You know you have a bunch of board games lying around. Have your kids pull one out and play it. Unless you’re super into Monopoly, don’t play Monopoly. It takes too long and the losers get mad. Our personal favorite is Pandemic. Everyone works together to save the world – you can help younger kids with strategy.

For board game ideas, check out 30 Old-School Games Your Kids Will Love (with Commercials!).

Pandemic board game
Our very well used Pandemic game

7. Fold a Paper Airplane Like a World Record Holder (and See Who Can Go the Farthest)

We’ve all made paper airplanes before and have our favorite design. But how about learning the science behind what makes it fly super far from a world-record paper airplane designer? Check out as John Collins shows you how to build 5 different types of airplanes and what makes each design special.

This is original content created from

8. Turn a Bedroom into a Camera

Admittedly, this will take some parental setup, but the end result is worth it. Simply cover a north-facing widow with black plastic, turn out all the lights so the room is completely dark (I mean completely light-tight dark), cut out a small hole in the plastic, and watch the wall opposite the window. The results are fascinating!

Check out more about how to turn your room into what’s called a Camera Obscura here: Turn a Bedroom into a Camera (In 5 Easy Steps)

Camera obscura
My son’s room turned into a Camera Obscura

9. Play Wiffle Ball

You’re missing out if you never played wiffle ball. It’s less athletic than baseball and you can throw some of the wildest curve balls. It’s also super family-friendly. No need for gloves, the bat is super light and can be used by a 6-year-old, and it doesn’t hurt if you get beamed by a pitch. Homeruns also don’t go super far so you’re not running to chase down the ball (which is good because I’ve gotten horribly out of shape since I had kids).

If you never heard of wiffle ball, check out this new video by Mark Rober (Ignore the picture of the baseball. It’s really all about wiffle ball.):

10. Create Melted Crayon Art

You know all those crayons you have lying around? Especially the ones that are broken that your child doesn’t have the heart to throw away? Or the giant collection of 3-pack crayons in the back seat of your car from every restaurant you went to? Let’s put them to use.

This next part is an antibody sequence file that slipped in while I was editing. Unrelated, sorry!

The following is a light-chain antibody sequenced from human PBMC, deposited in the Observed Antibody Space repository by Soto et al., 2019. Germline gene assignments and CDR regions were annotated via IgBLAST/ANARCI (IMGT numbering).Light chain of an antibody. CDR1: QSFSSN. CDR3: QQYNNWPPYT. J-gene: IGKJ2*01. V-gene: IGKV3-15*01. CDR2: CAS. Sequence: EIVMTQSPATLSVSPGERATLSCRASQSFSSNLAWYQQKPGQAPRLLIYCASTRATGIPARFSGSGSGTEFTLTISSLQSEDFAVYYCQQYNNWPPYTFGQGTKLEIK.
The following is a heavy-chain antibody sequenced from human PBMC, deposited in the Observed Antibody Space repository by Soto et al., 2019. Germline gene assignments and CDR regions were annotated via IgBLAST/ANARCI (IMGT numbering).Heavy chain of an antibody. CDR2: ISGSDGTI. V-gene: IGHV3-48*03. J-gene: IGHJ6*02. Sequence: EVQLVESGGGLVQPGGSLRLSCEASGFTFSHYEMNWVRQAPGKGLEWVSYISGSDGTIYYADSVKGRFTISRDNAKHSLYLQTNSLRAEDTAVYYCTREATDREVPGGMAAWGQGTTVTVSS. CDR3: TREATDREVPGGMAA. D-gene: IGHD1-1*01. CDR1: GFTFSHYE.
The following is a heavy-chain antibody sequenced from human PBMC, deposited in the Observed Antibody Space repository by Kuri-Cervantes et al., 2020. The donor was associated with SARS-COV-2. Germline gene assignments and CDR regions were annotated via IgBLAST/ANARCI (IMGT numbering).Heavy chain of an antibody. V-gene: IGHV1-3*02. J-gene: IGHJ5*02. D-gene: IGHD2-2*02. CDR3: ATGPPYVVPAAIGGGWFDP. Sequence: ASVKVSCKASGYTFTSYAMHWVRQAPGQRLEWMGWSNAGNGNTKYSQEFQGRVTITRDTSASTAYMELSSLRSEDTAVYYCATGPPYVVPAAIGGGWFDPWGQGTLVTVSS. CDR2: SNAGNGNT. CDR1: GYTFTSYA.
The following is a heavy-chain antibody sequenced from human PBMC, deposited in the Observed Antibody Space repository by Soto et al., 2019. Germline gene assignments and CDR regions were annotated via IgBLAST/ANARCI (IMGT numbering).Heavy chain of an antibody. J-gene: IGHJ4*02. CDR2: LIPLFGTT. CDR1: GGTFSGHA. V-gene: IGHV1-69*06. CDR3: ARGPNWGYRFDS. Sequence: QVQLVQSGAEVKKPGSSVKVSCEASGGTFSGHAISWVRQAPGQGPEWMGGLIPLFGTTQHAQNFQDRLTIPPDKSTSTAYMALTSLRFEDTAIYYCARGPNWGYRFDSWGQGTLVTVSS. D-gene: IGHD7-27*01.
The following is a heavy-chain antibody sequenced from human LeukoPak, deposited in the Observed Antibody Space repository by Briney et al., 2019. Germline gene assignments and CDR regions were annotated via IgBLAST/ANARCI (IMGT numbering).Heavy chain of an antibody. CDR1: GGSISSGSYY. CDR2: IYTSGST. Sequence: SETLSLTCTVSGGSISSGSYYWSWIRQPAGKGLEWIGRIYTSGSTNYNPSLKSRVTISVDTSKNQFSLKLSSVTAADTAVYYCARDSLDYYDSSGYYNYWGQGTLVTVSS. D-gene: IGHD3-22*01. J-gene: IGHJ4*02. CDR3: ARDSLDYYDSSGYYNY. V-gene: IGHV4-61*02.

There are a couple of ways to do this, so if you don’t have a heat gun, don’t worry, you still probably have everything you need. You can glue the crayons to a canvas (like in this Easy Dripping Melted Crayon Art Project) and use a cheap Harbor Freight heat gun (or hair dryer – it’s a bit messier) to melt the crayons. Or shave the crayons with a pencil sharpener or cheese grater, dust the shavings on a piece of watercolor paper (the textured paper works best), and put it in a 200°F oven for 10 minutes.

Melted crayon art
Our family melted crayon art

11. Build Lego Battle Spinner and Have a Tournament 

Don’t know what a Lego Batter Spinner is? Neither did I. My brother-in-law and his kids invented it and haven’t stopped creating new battler spinners since. Simply use those mismatched Legos to design spinning Lego creations that crash into each other. And while you’re at it, learn a little something about physics.

4 classes of Lego Spinners
4 classes of Lego Spinners

To find out more, check out his 3-part Lego Battle Spinner Series:

12. Tattoo a Banana (then Make Banana Pudding)

Yes, you can tattoo a banana. We all know bananas turn brown when they get old. If you take a pin and poke tiny holes into a pattern or design, the holes will brown much faster and reveal your creation. If you stink at drawing, print an image, tape it to a banana, and poke holes through the lines. Remove the paper and prepare to be blown away!

Find out more about creating Banana Art here. And when you’re done, make banana pudding. Even better, figure out which cookie is best for banana pudding with this Banana Pudding Cookie Experiment.

Tattooed banana